An ideal gas obeys Dalton s law that is, the total pressure is the sum of the partial pressures of the components. An ideal solution obeys Raoult s law that is, the partial pressure of the ith component in a solution is equal to the mole fraction of that component in the solution times the vapor pressure of pure component i. Use these relationships to relate the mole fraction of component 1 in the equilibrium vapor to its mole fraction in a two-component solution and relate the result to the ideal case of the copolymer composition equation. [Pg.429]

The ideal solution is a model fluid which serves as a standard to which teal solution behavior can be compared. Equation 151, which characterizes the [Pg.496]

Equations for the mixture properties of an ideal solution foUow immediately. [Pg.497]

If the parameters were to become increasingly correlated, the confidence ellipses would approach a 45 line and it would become impossible to determine a unique set of parameters. As discussed by Fabrics and Renon (1975), strong correlation is common for nearly ideal solutions whenever the two adjustable parameters represent energy differences. [Pg.104]

A fairly simple treatment, due to Guggenheim [80], is useful for the case of ideal or nearly ideal solutions. An abbreviated derivation begins with the free energy of a species [Pg.65]

Figure III-9u shows some data for fairly ideal solutions [81] where the solid lines 2, 3, and 6 show the attempt to fit the data with Eq. III-53 line 4 by taking ff as a purely empirical constant and line 5, by the use of the Hildebrand-Scott equation [81]. As a further example of solution behavior, Fig. III-9b shows some data on fused-salt mixtures [83] the dotted lines show the fit to Eq. III-SS. |

Condensed phases of systems of category 1 may exhibit essentially ideal solution behavior, very nonideal behavior, or nearly complete immiscibility. An illustration of some of the complexities of behavior is given in Fig. IV-20, as described in the legend. [Pg.140]

If an ideal solution is formed, then the actual molecular A is just Aav (and Aex = 0). The same result obtains if the components are completely immiscible as illustrated in Fig. IV-21 for a mixture of arachidic acid and a merocyanine dye [116]. These systems are usually distinguished through the mosaic structure seen in microscopic evaluation. [Pg.140]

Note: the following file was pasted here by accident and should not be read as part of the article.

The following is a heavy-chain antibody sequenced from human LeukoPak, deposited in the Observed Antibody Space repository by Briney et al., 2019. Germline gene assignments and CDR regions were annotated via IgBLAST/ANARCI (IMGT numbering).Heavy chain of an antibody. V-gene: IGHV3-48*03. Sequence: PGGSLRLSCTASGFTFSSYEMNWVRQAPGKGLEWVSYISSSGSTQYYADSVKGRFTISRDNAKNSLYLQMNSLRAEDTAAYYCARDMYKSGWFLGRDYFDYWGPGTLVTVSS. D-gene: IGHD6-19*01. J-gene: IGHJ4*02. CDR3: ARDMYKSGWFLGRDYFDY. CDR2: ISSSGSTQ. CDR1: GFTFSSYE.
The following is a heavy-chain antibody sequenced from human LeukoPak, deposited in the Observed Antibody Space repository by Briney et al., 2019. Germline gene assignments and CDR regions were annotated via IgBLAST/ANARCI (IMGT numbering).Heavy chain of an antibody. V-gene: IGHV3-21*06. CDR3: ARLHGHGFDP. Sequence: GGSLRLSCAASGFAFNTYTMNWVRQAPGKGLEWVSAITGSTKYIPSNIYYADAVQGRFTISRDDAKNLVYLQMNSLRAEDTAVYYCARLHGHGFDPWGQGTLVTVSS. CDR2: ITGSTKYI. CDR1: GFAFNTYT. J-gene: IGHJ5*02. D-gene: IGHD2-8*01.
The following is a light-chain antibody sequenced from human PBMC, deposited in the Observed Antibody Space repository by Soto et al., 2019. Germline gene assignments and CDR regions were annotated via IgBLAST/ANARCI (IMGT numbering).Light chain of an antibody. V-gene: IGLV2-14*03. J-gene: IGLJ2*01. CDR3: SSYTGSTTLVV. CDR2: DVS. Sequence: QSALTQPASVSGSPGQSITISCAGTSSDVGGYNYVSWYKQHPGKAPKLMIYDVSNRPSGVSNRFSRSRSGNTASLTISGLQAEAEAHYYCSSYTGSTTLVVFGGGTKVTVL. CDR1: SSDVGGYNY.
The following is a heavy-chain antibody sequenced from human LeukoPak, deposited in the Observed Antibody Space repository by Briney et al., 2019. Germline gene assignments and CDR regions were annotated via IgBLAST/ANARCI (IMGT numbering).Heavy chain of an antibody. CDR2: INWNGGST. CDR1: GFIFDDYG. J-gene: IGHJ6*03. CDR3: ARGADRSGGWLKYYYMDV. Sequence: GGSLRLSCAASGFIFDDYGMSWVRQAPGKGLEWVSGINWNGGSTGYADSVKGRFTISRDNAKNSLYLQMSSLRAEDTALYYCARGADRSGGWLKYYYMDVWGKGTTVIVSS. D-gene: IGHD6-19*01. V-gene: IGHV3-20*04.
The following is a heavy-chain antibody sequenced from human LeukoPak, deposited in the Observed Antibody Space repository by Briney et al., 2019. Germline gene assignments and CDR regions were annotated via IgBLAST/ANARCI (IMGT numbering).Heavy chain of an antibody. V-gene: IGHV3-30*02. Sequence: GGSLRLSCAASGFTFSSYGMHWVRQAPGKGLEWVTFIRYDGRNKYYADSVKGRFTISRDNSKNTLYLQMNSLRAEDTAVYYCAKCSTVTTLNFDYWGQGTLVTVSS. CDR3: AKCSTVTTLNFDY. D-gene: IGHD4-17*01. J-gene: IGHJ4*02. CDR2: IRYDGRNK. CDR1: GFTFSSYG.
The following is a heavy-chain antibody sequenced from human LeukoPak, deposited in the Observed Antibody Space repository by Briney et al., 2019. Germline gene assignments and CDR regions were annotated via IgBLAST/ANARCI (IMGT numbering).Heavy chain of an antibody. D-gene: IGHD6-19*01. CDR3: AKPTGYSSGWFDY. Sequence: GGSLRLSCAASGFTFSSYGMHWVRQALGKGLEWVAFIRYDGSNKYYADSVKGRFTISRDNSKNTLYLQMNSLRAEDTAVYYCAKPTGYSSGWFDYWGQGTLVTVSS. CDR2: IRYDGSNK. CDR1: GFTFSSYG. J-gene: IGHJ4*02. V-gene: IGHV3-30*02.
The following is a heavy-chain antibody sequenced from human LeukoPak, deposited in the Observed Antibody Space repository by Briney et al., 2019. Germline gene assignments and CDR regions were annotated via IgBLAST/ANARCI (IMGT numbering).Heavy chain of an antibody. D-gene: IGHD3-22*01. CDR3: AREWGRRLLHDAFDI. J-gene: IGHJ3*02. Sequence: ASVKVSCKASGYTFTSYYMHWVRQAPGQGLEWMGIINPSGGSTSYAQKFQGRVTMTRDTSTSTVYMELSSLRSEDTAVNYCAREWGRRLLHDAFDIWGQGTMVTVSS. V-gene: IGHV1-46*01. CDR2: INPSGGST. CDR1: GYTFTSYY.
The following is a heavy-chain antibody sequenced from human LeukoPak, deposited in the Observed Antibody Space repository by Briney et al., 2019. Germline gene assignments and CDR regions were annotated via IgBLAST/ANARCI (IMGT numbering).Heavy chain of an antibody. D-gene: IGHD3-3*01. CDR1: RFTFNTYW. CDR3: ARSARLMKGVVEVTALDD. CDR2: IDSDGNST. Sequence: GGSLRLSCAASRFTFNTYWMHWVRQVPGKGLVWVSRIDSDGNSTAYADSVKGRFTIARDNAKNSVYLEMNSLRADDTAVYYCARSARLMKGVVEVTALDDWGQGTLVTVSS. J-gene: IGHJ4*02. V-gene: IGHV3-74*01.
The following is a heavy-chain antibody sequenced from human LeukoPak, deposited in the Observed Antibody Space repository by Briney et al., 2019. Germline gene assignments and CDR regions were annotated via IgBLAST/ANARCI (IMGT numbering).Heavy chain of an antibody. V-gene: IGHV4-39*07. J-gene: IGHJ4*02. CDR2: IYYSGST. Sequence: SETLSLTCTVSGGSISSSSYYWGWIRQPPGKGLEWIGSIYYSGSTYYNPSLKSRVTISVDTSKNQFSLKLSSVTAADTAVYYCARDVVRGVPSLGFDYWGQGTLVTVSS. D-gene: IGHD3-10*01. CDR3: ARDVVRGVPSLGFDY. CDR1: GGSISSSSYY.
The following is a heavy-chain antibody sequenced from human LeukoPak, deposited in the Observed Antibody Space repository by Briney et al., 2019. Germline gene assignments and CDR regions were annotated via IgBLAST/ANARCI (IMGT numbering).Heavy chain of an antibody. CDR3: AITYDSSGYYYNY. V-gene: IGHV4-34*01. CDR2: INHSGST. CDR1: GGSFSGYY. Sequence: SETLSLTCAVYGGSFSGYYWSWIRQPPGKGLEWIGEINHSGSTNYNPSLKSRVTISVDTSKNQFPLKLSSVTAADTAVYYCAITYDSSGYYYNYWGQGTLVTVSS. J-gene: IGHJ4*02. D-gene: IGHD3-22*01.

The entropy of mixing of very similar substances, i.e. the ideal solution law, can be derived from the simplest of statistical considerations. It too is a limiting law, of which the most nearly perfect example is the entropy of mixing of two isotopic species. [Pg.374]

As the time separation 11 -, s approaches w tlie second tenn in this correlation vanishes and the remaining tenn is the equilibrium density-density correlation fomuila for an ideal solution. The second possibility is to consider a non-equilibrium initial state, c(r, t) = (r). The averaged solution is [26] [Pg.704]

At the outset it will be profitable to deal with an ideal solution possessing the following properties (i) there is no heat effect when the components are mixed (ii) there is no change in volume when the solution is formed from its components (iii) the vapour pressure of each component is equal to the vapour pressure of the pure substances multiplied by its mol fraction in the solution. The last-named property is merely an expression of Raoult s law, the vapour pressure of a substance is pro- [Pg.5]

Let us consider a mixture forming an ideal solution, that is, an ideal liquid pair. Applying Raoult s law to the two volatile components A and B, we have [Pg.6]

Solutions in water are designated as aqueous, and the concentration of the solution is expressed in terms of the number of moles of solvent associated with 1 mol of the solute. If no concentration is indicated, the solution is assumed to be dilute. The standard state for a solute in aqueous solution is taken as the hypothetical ideal solution of unit molality (indicated as std. state or ss). In this state [Pg.532]